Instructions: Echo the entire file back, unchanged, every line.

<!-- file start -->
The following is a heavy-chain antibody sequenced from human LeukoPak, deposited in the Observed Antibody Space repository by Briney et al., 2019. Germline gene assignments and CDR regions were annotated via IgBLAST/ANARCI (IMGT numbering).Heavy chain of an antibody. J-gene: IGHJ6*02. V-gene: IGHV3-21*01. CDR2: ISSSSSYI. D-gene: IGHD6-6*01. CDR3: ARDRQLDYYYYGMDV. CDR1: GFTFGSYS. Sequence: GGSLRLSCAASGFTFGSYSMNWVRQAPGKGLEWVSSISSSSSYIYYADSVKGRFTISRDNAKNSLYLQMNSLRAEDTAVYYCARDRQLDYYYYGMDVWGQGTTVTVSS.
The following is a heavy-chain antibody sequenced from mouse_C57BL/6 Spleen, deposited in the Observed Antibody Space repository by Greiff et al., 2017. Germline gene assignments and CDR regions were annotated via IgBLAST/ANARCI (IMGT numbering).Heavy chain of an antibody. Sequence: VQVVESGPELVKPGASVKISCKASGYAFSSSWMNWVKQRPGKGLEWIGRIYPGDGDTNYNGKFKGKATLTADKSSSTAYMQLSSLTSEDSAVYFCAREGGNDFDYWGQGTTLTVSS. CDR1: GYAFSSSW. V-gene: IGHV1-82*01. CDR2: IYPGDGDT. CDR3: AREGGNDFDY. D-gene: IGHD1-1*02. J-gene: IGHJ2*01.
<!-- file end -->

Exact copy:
The following is a heavy-chain antibody sequenced from human LeukoPak, deposited in the Observed Antibody Space repository by Briney et al., 2019. Germline gene assignments and CDR regions were annotated via IgBLAST/ANARCI (IMGT numbering).Heavy chain of an antibody. J-gene: IGHJ6*02. V-gene: IGHV3-21*01. CDR2: ISSSSSYI. D-gene: IGHD6-6*01. CDR3: ARDRQLDYYYYGMDV. CDR1: GFTFGSYS. Sequence: GGSLRLSCAASGFTFGSYSMNWVRQAPGKGLEWVSSISSSSSYIYYADSVKGRFTISRDNAKNSLYLQMNSLRAEDTAVYYCARDRQLDYYYYGMDVWGQGTTVTVSS.
The following is a heavy-chain antibody sequenced from mouse_C57BL/6 Spleen, deposited in the Observed Antibody Space repository by Greiff et al., 2017. Germline gene assignments and CDR regions were annotated via IgBLAST/ANARCI (IMGT numbering).Heavy chain of an antibody. Sequence: VQVVESGPELVKPGASVKISCKASGYAFSSSWMNWVKQRPGKGLEWIGRIYPGDGDTNYNGKFKGKATLTADKSSSTAYMQLSSLTSEDSAVYFCAREGGNDFDYWGQGTTLTVSS. CDR1: GYAFSSSW. V-gene: IGHV1-82*01. CDR2: IYPGDGDT. CDR3: AREGGNDFDY. D-gene: IGHD1-1*02. J-gene: IGHJ2*01.